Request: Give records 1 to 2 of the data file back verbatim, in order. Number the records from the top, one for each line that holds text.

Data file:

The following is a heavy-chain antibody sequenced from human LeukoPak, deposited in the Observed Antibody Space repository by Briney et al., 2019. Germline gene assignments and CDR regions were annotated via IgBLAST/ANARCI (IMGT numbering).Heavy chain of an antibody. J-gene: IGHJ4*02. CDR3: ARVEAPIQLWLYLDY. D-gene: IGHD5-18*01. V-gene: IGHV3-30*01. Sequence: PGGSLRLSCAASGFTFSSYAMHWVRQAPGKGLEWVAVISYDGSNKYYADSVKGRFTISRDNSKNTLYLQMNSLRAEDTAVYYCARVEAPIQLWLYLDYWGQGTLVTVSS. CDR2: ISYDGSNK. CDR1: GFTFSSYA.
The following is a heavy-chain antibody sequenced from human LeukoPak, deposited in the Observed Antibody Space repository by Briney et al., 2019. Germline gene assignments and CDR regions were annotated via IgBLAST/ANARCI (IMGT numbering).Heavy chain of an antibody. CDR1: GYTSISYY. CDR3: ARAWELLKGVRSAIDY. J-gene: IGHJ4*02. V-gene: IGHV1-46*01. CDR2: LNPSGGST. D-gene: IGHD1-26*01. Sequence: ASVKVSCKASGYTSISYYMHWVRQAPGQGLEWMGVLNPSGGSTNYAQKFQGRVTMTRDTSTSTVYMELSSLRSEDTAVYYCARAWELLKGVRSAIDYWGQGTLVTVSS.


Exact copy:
The following is a heavy-chain antibody sequenced from human LeukoPak, deposited in the Observed Antibody Space repository by Briney et al., 2019. Germline gene assignments and CDR regions were annotated via IgBLAST/ANARCI (IMGT numbering).Heavy chain of an antibody. J-gene: IGHJ4*02. CDR3: ARVEAPIQLWLYLDY. D-gene: IGHD5-18*01. V-gene: IGHV3-30*01. Sequence: PGGSLRLSCAASGFTFSSYAMHWVRQAPGKGLEWVAVISYDGSNKYYADSVKGRFTISRDNSKNTLYLQMNSLRAEDTAVYYCARVEAPIQLWLYLDYWGQGTLVTVSS. CDR2: ISYDGSNK. CDR1: GFTFSSYA.
The following is a heavy-chain antibody sequenced from human LeukoPak, deposited in the Observed Antibody Space repository by Briney et al., 2019. Germline gene assignments and CDR regions were annotated via IgBLAST/ANARCI (IMGT numbering).Heavy chain of an antibody. CDR1: GYTSISYY. CDR3: ARAWELLKGVRSAIDY. J-gene: IGHJ4*02. V-gene: IGHV1-46*01. CDR2: LNPSGGST. D-gene: IGHD1-26*01. Sequence: ASVKVSCKASGYTSISYYMHWVRQAPGQGLEWMGVLNPSGGSTNYAQKFQGRVTMTRDTSTSTVYMELSSLRSEDTAVYYCARAWELLKGVRSAIDYWGQGTLVTVSS.